In a vote last night Kavanaugh was voted through by 51-49 and his nomination will now go through to a final floor vote.
The vote was swung when two senators, Susan Collins and Joe Manchin, announced their support for him.
Republican Ms Collins of Maine, and Democrat Mr Manchin of West Virginia both confirmed they will support Mr Kavanaugh, who is Donald Trump’s nominee.
This follows a series of protests at the Capitol amidst accusations of sexual misconduct against Mr Kavanaugh – which he has strongly denied.
Speaking on Friday, Sen Collins said the testimony of Christine Blasey Ford, one of Mr Kavanaugh’s accusers, was "sincere, painful and compelling".
However, she said the FBI had found no corroborating evidence from witnesses whose names Dr Ford had provided.
Sen Collins said: “"We will be ill-served in the long run if we abandon the presumption of innocence and fairness, tempting though it may be.
"We must always remember that it is when passions are most inflamed that fairness is most in jeopardy."
Following this 45 minute speech by Sen Collins, Sen Manchin used an emailed statement to announce his support for Mr Kavanaugh.
"My heart goes out to anyone who has experienced any type of sexual assault in their life," he said.
But, based on the FBI report, he said: "I have found Judge Kavanaugh to be a qualified jurist who will follow the Constitution and determine cases based on the legal findings before him."
Protesters chanted "shame" at Sen Manchin later when he talked to reporters outside his office
Republicans control the Senate by a 51-49 margin.
Based on the public declarations made Mr Kavanaugh would receive at least 51 votes.
Assuming no one changes their stance to oppose him this would see Mr Kavanaugh through to a place on the court.
The final vote is to take place later tonight.
Republican Lisa Murkowski of Alaska, a fellow moderate and a friend of Ms Collins, is the only Republican who has indicated she will vote no.
She told reporters that Mr Kavanaugh is "a good man" but maybe "not the right man for the court at this time".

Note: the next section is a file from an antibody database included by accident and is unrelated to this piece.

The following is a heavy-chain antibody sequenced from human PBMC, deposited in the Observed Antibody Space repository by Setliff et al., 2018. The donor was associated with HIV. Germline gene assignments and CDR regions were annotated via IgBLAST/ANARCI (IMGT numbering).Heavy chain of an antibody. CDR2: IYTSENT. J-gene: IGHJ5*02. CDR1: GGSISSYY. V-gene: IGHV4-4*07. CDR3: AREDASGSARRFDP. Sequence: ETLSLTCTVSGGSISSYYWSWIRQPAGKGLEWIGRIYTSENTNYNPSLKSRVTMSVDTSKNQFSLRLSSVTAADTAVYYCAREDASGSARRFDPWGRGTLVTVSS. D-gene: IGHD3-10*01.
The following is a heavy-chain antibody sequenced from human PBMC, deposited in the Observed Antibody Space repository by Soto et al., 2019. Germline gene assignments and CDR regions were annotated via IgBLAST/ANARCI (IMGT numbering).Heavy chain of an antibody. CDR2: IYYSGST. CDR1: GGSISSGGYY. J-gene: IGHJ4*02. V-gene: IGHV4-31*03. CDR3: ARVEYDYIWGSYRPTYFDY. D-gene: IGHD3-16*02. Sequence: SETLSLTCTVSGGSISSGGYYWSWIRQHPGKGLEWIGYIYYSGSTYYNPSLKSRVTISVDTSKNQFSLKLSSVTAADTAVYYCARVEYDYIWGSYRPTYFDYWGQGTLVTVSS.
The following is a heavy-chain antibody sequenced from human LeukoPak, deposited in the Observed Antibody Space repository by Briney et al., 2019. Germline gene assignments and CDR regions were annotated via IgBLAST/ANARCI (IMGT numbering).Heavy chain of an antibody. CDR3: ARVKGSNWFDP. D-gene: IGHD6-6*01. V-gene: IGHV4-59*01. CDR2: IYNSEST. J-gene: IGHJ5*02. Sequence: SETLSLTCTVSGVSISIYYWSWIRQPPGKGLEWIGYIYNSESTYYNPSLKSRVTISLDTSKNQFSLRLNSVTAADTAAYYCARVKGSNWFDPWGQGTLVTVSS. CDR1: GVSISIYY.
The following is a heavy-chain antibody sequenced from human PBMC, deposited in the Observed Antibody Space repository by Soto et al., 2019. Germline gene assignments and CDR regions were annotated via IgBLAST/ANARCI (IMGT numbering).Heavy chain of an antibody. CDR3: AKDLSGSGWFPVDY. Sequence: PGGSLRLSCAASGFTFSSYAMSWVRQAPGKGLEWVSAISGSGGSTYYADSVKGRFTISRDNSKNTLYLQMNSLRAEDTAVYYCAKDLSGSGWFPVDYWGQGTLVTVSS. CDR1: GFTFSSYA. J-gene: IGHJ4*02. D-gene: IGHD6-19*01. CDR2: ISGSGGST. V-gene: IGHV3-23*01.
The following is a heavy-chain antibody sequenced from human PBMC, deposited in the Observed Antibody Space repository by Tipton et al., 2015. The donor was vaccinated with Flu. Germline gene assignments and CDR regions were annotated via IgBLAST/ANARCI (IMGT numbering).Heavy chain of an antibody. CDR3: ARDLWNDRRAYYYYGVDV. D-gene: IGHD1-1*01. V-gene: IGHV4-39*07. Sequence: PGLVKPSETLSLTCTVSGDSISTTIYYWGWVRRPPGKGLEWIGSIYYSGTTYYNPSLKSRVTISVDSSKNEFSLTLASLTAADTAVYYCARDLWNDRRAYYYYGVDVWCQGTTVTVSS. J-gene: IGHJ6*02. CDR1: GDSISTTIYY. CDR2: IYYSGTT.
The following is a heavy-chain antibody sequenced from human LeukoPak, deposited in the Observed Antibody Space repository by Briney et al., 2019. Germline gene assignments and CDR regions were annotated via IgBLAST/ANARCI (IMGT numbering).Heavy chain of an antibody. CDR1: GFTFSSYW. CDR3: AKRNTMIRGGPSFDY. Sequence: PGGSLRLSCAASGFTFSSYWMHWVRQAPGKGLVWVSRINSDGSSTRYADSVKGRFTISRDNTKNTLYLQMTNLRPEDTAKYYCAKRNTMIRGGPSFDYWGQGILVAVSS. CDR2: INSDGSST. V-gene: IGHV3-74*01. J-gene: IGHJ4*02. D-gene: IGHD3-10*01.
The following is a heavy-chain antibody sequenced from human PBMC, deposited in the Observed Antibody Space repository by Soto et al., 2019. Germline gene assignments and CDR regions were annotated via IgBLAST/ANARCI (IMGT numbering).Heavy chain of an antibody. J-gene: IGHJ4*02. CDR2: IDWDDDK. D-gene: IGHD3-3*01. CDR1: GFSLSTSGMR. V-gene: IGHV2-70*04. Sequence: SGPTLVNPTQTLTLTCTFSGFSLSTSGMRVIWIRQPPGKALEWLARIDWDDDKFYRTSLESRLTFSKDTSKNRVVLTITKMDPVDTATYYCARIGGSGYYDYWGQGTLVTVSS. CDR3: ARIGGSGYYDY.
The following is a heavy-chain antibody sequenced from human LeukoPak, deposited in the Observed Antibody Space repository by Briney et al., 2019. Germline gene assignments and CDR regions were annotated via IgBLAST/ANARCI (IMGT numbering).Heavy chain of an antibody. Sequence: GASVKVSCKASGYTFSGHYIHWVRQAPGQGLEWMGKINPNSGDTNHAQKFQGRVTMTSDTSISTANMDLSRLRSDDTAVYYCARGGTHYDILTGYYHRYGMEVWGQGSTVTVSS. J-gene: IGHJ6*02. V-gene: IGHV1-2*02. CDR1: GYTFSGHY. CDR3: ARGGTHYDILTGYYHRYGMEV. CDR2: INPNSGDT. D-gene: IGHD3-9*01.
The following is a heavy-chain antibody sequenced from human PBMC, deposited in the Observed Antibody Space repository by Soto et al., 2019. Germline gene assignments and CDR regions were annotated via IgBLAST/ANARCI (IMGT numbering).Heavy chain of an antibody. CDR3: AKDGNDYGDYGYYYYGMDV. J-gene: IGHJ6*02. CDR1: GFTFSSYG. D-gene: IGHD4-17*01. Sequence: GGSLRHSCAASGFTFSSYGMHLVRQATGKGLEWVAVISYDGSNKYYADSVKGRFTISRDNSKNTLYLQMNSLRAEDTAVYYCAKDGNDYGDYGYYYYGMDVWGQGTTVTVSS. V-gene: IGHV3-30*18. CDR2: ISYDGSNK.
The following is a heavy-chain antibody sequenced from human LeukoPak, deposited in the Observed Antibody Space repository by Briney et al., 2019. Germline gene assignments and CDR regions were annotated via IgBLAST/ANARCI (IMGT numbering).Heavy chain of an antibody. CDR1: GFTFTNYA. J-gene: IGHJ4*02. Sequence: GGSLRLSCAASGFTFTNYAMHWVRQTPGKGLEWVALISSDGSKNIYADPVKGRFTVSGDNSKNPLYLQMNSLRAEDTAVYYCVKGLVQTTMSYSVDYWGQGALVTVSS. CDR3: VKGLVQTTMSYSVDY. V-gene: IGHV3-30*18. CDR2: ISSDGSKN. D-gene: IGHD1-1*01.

When Mr Trump nominated Mr Kavanaugh in July, Democrats leapt to oppose him, saying that past statements and opinions showed he'd be a threat to the Roe v Wade case that assured the right to abortion.
They said he also seemed ready to rule for Mr Trump if federal authorities probing his 2016 campaign's alleged connections to Russia try to pursue him in court.
Yet Mr Kavanaugh's pathway to confirmation seemed unfettered until Ms Ford accused him of drunkenly sexually assaulting her in a locked bedroom at a 1982 high school gathering.
Two other women later emerged with sexual misconduct allegations from the 1980s.
Mr Kavanaugh foes cast him as a product of a hard-drinking, male-dominated, private school culture in Washington's upscale Maryland suburb of Bethesda. He and his defenders asserted that his high school and college focus was on academics, sports and church.
Democrats also challenged Mr Kavanaugh's honesty, temperament and ability to be nonpartisan after he fumed at last week's Judiciary hearing that Democrats had launched a "search and destroy mission" against him fuelled by their hatred of Mr Trump.
Mr Kavanaugh would replace the retired Justice Anthony Kennedy, who was a swing vote on issues including abortion, campaign finance and same-sex marriage.
Mr Kavanaugh's selection has also been opposed by a string of A-listers who joined protests this week.
Amy Schumer joked on Instagram a day after she was arrested while protesting Mr Kavanaugh's nomination.
The comedian and actress is said to have been detained alongside the model Emily Ratajkowski during demonstrations in Washington DC on Thursday.
Mr Kavanaugh, Donald Trump's nominee for a place on the highest court in the United States, is accused of sexual assault while in high school. He denies the allegations.
After his nomination cleared a key hurdle in the Senate on Friday, Schumer shared a picture of herself at the march on Instagram, along with the caption: "Anyone need a date to any Montana weddings tomorrow? I'm fun at a wedding."
Republican senator Steve Daines had earlier promised to walk his daughter down the aisle for her wedding in Montana in Saturday before flying back to Washington DC in case he is needed to secure Mr Kavanaugh's nomination during a final vote the same day.
London-born Ratajkowski, 27, confirmed she was arrested while protesting against the nomination of Kavanaugh.
She shared a photograph of herself in front of the US Capitol brandishing a sign reading "Respect female existence or expect our resistance".
She wrote on Twitter: "Today I was arrested protesting the Supreme Court nomination of Brett Kavanaugh, a man who has been accused by multiple women of sexual assault. Men who hurt women can no longer be placed in positions of power."
Schumer, 37, told CNN she too had been arrested.
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